Safety alert 06/2011 - Worker injured while cooking food in a microwave oven
All documents issued prior to 1 July 2017 were issued by the former Department of Commerce. Documents listed here are the latest versions available, but may be subject to review. For more information on this document, please contact email@example.com.
In October 2010, a worker at a fast food outlet received severe burns as they removed hot food from a microwave oven. The container used was a plastic 6 litre microwave container, appropriate for reheating and advertised as part of a food storage system. However, it was not an appropriate container for cooking frozen peas for 10 minutes.
The plastic container became very hot and flexible producing a funnel effect when removed from the microwave oven. The contents poured down the front of the worker who received third degree burns to the chest requiring skin grafts. The worker was not wearing personal protective equipment.
A written procedure for cooking in the microwave oven was available. However, the worker was only told what to do and what they were told was not a safe way to complete the task.
- A written procedure for cooking in the microwave oven was not provided to the worker and verbal instruction was inadequate.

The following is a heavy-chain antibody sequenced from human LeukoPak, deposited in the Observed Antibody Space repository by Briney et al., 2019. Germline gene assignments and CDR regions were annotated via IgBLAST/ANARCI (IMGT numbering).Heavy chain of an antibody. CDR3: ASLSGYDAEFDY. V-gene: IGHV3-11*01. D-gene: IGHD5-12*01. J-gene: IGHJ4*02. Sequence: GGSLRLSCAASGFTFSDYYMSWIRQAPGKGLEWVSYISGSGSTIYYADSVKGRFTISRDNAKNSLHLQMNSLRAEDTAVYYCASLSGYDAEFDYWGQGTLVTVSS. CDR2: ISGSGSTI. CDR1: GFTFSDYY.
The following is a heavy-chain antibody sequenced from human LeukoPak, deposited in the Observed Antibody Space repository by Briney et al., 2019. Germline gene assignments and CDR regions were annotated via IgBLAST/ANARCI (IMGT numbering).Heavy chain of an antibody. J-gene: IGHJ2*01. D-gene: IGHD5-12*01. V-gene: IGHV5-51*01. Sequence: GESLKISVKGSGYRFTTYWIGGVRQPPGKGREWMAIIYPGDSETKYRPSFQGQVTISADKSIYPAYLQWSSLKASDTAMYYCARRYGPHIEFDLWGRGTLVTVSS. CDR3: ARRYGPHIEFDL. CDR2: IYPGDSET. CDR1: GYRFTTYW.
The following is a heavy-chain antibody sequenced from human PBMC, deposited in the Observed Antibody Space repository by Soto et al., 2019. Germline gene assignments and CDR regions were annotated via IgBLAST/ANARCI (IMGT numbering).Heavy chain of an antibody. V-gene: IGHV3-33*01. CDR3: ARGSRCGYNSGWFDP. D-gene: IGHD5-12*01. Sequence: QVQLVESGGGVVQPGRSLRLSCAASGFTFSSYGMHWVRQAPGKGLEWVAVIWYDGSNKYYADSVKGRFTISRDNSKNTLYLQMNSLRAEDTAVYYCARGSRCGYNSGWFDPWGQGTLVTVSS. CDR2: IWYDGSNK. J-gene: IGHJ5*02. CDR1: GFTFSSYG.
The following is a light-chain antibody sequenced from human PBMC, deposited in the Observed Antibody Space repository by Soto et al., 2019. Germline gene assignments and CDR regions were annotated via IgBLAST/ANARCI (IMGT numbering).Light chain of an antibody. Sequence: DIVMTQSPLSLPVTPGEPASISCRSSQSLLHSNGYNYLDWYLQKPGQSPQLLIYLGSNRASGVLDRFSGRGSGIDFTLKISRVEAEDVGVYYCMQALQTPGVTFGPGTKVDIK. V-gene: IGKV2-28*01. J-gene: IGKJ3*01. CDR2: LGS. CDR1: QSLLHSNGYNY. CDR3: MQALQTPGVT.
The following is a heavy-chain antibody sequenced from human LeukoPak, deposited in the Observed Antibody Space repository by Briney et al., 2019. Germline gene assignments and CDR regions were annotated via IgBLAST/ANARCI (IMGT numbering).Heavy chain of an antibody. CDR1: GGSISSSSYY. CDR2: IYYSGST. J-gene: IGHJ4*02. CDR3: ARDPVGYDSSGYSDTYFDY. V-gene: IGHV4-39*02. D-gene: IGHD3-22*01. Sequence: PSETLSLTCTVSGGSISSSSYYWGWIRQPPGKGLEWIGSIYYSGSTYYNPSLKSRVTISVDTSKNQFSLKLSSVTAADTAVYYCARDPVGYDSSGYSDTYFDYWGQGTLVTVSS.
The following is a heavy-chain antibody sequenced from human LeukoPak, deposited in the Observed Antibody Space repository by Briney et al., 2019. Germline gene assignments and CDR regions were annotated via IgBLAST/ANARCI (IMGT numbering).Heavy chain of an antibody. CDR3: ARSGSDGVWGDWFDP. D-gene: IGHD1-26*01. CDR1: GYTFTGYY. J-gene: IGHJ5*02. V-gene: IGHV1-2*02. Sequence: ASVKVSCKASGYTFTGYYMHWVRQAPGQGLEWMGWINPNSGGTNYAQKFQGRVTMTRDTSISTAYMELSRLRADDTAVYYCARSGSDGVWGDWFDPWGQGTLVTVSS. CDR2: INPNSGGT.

- The container provided was not suitable for the task.
- The packet of frozen peas provided to the injured worker did not include cooking instructions. Note: Frozen peas generally do not require water to be added when cooking in a microwave oven as they are full of water.
- There was no personal protective equipment provided to protect the worker from heat hazards.
- A risk assessment on all tasks must be done by the employer or person in control of the workplace.
- Workers must be trained in using safe work procedures.
- Cooking instructions provided by the supplier or manufacturer of frozen products must be included in the safe work procedure and understood by workers.
- Appropriate microwave-safe containers must be provided for cooking.
- Personal protective equipment such as full length PVC apron, oven mitts or pot holders along with industry specific clothing should be worn to protect a worker’s chest area, legs, body and hands.
Further information relevant to the hospitality industry can be obtained from WorkSafe’s website or by contacting customer service on 1300 307 877 or email firstname.lastname@example.org
This Alert contains safety information following inquiries made by WorkSafe about an incident or unsafe practice. The information contained in this Alert does not necessarily include the outcome of WorkSafe’s action with respect to an incident. WorkSafe does not warrant the information in this Alert is complete or up to date and does not accept any liability to any person for the information in this report or as to its use.
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